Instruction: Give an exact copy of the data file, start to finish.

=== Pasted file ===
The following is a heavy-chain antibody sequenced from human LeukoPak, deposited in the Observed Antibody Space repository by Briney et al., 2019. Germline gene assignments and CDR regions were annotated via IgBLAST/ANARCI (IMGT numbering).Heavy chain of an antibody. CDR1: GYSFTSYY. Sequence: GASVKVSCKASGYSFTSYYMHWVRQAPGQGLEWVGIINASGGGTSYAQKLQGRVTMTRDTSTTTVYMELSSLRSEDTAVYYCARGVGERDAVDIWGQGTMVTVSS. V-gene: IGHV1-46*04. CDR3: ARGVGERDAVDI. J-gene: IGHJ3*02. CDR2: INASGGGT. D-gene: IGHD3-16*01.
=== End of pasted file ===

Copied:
The following is a heavy-chain antibody sequenced from human LeukoPak, deposited in the Observed Antibody Space repository by Briney et al., 2019. Germline gene assignments and CDR regions were annotated via IgBLAST/ANARCI (IMGT numbering).Heavy chain of an antibody. CDR1: GYSFTSYY. Sequence: GASVKVSCKASGYSFTSYYMHWVRQAPGQGLEWVGIINASGGGTSYAQKLQGRVTMTRDTSTTTVYMELSSLRSEDTAVYYCARGVGERDAVDIWGQGTMVTVSS. V-gene: IGHV1-46*04. CDR3: ARGVGERDAVDI. J-gene: IGHJ3*02. CDR2: INASGGGT. D-gene: IGHD3-16*01.